Books teach the darndest things

Interspersed with his memories, Fiennes discusses the history of epilepsy.

Throughout The Music Room, he notes the ancient scholars and scientists who made assumptions ahead of their times and scientific testing capabilities. He references articles published by American and European scientists as they proved the existence of electricity in the human body.
His oldest brother Richard suffered from severe epilepsy and the aftershocks were felt by the entire family. It appears as though Fiennes needs to intellectualize his brother’s disease in order to make peace with it.
Part of the reason I like books so much – no matter the type: fiction, memoir, history – is their inherent ability to impart new information. Of course, with fiction specifically, this can be suspect. But even a single new idea or fact that sticks with me makes reading that book worthwhile.
I had never heard of Charles Dickens’ unfinished, final novel The Mystery of Edwin Drood, let alone that the killer was never revealed. (Mr Dick or The Tenth Novel by Jean-Pierre Ohl)
I need to get to Hay-on-Wye. (Sixpence House by Paul Collins)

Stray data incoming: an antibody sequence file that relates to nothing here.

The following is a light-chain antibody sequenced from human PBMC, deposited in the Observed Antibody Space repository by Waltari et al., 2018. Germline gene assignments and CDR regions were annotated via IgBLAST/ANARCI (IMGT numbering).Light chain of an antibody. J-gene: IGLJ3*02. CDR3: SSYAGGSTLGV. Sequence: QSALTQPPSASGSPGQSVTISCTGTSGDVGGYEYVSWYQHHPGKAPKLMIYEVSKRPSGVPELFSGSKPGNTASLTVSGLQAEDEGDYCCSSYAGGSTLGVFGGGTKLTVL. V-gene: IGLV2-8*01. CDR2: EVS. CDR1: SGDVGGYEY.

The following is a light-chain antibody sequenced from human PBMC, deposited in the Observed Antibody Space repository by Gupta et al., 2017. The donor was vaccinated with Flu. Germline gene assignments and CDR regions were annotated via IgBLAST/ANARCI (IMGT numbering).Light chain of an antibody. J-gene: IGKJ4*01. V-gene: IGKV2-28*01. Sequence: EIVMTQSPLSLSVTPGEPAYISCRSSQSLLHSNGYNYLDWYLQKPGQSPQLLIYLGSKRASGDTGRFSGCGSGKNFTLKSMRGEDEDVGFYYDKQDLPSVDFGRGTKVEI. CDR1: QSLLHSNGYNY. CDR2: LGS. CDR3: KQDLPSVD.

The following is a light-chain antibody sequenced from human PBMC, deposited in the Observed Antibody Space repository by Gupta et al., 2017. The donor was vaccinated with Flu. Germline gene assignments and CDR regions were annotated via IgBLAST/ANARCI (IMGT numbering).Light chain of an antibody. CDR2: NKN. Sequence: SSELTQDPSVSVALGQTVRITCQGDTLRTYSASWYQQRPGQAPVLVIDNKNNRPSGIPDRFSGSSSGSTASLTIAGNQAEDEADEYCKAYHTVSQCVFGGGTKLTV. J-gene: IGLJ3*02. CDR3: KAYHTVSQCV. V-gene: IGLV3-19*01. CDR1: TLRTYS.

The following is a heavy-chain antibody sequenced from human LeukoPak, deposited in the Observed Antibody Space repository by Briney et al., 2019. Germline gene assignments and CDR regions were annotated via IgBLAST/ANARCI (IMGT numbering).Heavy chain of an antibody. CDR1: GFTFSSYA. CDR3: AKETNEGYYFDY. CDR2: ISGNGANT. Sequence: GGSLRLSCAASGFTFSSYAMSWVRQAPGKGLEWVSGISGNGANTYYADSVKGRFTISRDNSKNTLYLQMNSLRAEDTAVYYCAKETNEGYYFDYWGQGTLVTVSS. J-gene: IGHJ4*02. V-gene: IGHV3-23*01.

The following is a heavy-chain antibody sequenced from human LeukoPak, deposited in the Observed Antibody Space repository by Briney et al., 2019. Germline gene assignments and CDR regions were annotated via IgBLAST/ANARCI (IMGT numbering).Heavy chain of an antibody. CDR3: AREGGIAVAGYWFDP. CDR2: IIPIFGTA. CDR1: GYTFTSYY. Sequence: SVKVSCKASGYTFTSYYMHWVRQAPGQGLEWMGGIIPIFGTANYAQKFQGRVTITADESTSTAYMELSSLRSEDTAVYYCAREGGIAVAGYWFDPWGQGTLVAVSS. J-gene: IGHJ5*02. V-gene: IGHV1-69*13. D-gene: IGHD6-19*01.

The common geisha hairstyle worn in the final years of an apprenticeship resembled a split peach. Sometimes a red ribbon is woven throughout. (Memoirs of a Geisha by Arthur Golden)
A slammerkin is a loose dress; also, a loose woman. (Slammerkin by Emma Donoghue)
Papillon means butterfly in French. Not sure if anything else was true in this one. (Papillon by Henri Charriere)
I’m curious by nature and just as skeptical so I rarely take anything at face value. This actually incites hours of fun researching more and more fascinating tidbits that sprang from a single fact.
As a writer, I look for ideas everywhere. You never know what might be useful.
P.S. Read any of the books listed above and you will be a very, very happy camper.

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